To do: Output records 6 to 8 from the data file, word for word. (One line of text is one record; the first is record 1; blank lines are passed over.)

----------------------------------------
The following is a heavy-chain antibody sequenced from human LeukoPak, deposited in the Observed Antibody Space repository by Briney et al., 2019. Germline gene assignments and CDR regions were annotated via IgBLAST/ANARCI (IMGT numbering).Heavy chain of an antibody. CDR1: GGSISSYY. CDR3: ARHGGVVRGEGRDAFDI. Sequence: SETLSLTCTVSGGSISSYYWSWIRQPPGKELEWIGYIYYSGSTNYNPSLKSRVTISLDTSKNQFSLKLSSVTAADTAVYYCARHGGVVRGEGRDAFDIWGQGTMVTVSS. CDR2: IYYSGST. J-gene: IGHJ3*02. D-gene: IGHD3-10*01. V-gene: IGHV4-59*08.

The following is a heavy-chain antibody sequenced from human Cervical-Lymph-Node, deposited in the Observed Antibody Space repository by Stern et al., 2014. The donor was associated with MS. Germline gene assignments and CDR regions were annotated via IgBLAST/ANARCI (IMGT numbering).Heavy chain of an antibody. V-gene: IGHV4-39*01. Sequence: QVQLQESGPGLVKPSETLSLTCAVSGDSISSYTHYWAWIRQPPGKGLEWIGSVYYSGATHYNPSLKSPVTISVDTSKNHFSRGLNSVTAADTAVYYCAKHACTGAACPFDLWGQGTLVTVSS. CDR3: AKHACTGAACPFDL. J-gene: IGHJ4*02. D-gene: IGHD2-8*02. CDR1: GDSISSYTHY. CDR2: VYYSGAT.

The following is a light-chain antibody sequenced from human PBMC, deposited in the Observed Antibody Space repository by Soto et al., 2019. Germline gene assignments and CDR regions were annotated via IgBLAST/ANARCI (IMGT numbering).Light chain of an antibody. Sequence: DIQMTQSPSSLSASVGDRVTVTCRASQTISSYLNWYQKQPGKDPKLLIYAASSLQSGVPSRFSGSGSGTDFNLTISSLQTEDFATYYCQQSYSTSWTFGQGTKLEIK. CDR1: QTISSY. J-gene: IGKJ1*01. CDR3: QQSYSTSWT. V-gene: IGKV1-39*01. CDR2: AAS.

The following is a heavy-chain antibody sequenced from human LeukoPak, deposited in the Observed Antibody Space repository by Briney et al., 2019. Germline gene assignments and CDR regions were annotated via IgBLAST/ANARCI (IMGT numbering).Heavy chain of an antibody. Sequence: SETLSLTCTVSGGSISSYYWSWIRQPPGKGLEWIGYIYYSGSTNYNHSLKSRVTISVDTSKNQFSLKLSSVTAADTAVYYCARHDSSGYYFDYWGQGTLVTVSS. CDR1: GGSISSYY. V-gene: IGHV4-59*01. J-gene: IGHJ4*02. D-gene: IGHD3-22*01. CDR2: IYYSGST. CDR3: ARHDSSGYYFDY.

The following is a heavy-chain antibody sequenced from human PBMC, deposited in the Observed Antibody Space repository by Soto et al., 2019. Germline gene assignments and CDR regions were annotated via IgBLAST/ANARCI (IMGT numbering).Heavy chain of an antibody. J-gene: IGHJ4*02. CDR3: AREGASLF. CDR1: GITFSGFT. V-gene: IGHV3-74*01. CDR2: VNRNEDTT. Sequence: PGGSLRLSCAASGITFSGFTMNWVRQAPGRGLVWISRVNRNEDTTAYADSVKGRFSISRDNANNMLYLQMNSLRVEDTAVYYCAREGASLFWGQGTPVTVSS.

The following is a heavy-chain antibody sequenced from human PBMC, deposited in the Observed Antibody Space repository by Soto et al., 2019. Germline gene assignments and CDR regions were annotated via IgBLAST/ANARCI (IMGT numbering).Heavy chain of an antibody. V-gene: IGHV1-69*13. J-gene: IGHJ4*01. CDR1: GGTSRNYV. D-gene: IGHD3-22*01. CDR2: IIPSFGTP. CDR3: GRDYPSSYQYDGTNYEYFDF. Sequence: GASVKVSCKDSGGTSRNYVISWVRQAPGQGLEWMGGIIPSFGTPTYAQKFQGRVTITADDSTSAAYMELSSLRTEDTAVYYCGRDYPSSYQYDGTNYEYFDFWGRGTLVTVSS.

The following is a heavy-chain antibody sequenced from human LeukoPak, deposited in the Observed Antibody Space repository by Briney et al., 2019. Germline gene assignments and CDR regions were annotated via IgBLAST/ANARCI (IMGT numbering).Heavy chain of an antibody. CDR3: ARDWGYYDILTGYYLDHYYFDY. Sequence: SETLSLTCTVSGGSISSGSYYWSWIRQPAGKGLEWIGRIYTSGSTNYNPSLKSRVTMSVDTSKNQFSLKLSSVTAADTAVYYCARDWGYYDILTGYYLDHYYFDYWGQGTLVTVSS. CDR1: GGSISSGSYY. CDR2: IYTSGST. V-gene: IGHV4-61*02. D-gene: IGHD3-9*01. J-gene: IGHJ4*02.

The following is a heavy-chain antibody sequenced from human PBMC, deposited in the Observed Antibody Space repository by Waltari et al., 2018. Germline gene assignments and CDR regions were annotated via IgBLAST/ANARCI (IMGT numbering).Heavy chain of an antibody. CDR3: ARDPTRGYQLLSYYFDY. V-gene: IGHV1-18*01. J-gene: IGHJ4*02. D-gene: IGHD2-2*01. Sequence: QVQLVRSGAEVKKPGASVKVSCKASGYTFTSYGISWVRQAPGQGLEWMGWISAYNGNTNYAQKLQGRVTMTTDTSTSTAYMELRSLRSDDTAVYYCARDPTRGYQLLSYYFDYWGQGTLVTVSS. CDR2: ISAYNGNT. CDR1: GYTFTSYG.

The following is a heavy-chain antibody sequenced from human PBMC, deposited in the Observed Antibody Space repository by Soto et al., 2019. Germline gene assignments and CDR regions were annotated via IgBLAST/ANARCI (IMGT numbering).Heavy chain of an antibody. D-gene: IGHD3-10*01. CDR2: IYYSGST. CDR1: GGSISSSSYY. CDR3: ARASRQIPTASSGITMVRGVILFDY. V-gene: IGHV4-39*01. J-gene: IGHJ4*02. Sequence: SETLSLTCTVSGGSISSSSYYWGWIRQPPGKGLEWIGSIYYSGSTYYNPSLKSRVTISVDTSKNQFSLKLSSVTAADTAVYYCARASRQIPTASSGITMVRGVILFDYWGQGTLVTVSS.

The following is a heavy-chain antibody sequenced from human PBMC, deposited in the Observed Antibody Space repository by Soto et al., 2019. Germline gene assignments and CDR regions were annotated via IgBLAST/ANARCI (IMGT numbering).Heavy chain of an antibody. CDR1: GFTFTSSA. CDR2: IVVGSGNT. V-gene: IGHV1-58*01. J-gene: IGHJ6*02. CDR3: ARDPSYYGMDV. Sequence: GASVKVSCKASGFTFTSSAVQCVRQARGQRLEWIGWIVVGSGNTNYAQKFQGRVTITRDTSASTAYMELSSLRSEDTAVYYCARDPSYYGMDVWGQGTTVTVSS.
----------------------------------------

The following is a heavy-chain antibody sequenced from human PBMC, deposited in the Observed Antibody Space repository by Soto et al., 2019. Germline gene assignments and CDR regions were annotated via IgBLAST/ANARCI (IMGT numbering).Heavy chain of an antibody. V-gene: IGHV1-69*13. J-gene: IGHJ4*01. CDR1: GGTSRNYV. D-gene: IGHD3-22*01. CDR2: IIPSFGTP. CDR3: GRDYPSSYQYDGTNYEYFDF. Sequence: GASVKVSCKDSGGTSRNYVISWVRQAPGQGLEWMGGIIPSFGTPTYAQKFQGRVTITADDSTSAAYMELSSLRTEDTAVYYCGRDYPSSYQYDGTNYEYFDFWGRGTLVTVSS.

The following is a heavy-chain antibody sequenced from human LeukoPak, deposited in the Observed Antibody Space repository by Briney et al., 2019. Germline gene assignments and CDR regions were annotated via IgBLAST/ANARCI (IMGT numbering).Heavy chain of an antibody. CDR3: ARDWGYYDILTGYYLDHYYFDY. Sequence: SETLSLTCTVSGGSISSGSYYWSWIRQPAGKGLEWIGRIYTSGSTNYNPSLKSRVTMSVDTSKNQFSLKLSSVTAADTAVYYCARDWGYYDILTGYYLDHYYFDYWGQGTLVTVSS. CDR1: GGSISSGSYY. CDR2: IYTSGST. V-gene: IGHV4-61*02. D-gene: IGHD3-9*01. J-gene: IGHJ4*02.

The following is a heavy-chain antibody sequenced from human PBMC, deposited in the Observed Antibody Space repository by Waltari et al., 2018. Germline gene assignments and CDR regions were annotated via IgBLAST/ANARCI (IMGT numbering).Heavy chain of an antibody. CDR3: ARDPTRGYQLLSYYFDY. V-gene: IGHV1-18*01. J-gene: IGHJ4*02. D-gene: IGHD2-2*01. Sequence: QVQLVRSGAEVKKPGASVKVSCKASGYTFTSYGISWVRQAPGQGLEWMGWISAYNGNTNYAQKLQGRVTMTTDTSTSTAYMELRSLRSDDTAVYYCARDPTRGYQLLSYYFDYWGQGTLVTVSS. CDR2: ISAYNGNT. CDR1: GYTFTSYG.